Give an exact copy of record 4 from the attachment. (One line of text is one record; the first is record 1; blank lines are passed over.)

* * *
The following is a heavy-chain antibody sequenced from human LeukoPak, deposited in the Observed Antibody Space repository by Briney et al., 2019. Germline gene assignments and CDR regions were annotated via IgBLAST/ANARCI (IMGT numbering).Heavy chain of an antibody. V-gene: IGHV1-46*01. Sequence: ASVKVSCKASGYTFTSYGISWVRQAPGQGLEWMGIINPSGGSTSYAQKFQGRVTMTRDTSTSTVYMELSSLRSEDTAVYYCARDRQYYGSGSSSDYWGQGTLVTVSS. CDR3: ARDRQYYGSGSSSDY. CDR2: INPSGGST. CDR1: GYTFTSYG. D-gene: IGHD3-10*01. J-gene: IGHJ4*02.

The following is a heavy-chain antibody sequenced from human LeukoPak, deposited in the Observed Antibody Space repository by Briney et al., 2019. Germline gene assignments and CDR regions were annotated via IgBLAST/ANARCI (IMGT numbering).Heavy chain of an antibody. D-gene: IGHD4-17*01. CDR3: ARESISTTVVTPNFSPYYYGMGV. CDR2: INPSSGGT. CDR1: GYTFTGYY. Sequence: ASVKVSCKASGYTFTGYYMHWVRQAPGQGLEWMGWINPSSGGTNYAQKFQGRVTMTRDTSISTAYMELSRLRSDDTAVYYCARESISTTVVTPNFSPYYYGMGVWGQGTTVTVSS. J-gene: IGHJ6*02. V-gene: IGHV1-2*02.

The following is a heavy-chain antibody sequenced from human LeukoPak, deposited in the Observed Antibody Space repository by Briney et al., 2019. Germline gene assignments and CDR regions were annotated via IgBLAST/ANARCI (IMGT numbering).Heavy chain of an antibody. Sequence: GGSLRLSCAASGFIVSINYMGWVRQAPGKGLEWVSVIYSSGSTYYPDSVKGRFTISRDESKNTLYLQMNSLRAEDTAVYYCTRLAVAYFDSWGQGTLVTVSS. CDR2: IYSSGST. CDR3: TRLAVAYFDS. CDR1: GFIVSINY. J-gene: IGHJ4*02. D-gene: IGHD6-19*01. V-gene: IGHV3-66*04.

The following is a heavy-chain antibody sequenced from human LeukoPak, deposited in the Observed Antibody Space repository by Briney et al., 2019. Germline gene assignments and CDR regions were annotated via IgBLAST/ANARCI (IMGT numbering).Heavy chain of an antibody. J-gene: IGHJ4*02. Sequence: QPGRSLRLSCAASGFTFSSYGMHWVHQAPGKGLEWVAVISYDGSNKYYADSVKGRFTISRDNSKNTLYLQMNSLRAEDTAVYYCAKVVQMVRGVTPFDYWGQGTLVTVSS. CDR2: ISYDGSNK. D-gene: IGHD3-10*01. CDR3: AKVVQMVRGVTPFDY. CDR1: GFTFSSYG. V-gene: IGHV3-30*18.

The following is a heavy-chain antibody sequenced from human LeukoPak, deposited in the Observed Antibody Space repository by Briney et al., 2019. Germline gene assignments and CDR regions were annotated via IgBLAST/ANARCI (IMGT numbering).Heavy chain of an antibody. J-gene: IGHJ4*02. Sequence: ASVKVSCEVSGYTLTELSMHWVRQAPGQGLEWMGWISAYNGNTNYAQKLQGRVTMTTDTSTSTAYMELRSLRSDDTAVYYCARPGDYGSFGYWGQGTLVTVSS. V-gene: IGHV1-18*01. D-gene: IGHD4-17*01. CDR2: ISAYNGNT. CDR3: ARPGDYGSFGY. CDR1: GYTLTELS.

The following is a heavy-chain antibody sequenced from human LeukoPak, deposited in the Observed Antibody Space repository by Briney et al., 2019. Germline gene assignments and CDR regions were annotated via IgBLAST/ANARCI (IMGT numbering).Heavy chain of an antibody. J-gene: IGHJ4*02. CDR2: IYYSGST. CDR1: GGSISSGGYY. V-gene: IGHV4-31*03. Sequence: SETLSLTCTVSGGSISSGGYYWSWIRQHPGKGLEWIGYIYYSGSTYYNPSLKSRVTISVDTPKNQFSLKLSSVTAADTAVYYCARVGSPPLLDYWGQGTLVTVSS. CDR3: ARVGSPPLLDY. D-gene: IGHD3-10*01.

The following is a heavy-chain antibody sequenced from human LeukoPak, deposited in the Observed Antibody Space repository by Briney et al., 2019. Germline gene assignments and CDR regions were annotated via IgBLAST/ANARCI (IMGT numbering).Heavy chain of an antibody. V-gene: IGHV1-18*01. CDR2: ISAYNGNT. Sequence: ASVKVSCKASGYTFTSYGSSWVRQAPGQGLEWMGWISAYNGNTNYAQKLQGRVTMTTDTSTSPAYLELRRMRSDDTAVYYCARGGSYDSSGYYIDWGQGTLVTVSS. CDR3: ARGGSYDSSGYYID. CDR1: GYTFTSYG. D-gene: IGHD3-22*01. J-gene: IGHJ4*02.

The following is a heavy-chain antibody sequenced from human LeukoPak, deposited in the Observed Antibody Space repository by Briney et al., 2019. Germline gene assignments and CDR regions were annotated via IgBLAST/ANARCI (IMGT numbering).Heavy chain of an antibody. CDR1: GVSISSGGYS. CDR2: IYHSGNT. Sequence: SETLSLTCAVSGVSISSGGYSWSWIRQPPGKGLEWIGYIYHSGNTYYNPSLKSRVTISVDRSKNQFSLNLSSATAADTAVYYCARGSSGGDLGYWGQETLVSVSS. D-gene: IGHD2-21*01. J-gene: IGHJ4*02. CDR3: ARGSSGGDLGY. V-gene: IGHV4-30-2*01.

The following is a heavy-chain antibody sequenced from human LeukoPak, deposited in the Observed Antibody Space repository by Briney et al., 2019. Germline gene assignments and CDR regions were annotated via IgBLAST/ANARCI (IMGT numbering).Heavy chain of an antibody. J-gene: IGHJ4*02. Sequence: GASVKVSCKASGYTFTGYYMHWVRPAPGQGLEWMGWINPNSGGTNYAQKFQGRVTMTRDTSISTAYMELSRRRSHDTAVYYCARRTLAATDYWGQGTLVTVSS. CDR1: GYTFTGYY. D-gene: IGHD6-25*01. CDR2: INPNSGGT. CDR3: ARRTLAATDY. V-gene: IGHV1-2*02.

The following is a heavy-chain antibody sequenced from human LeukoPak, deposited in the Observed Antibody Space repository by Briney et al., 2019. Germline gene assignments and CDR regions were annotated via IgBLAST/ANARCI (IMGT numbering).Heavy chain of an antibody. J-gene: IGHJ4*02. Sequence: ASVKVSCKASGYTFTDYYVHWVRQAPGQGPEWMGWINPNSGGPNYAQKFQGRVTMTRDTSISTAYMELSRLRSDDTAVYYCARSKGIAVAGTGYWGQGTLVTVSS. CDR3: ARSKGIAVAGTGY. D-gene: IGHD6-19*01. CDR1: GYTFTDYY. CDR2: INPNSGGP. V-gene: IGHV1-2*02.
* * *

The following is a heavy-chain antibody sequenced from human LeukoPak, deposited in the Observed Antibody Space repository by Briney et al., 2019. Germline gene assignments and CDR regions were annotated via IgBLAST/ANARCI (IMGT numbering).Heavy chain of an antibody. J-gene: IGHJ4*02. Sequence: QPGRSLRLSCAASGFTFSSYGMHWVHQAPGKGLEWVAVISYDGSNKYYADSVKGRFTISRDNSKNTLYLQMNSLRAEDTAVYYCAKVVQMVRGVTPFDYWGQGTLVTVSS. CDR2: ISYDGSNK. D-gene: IGHD3-10*01. CDR3: AKVVQMVRGVTPFDY. CDR1: GFTFSSYG. V-gene: IGHV3-30*18.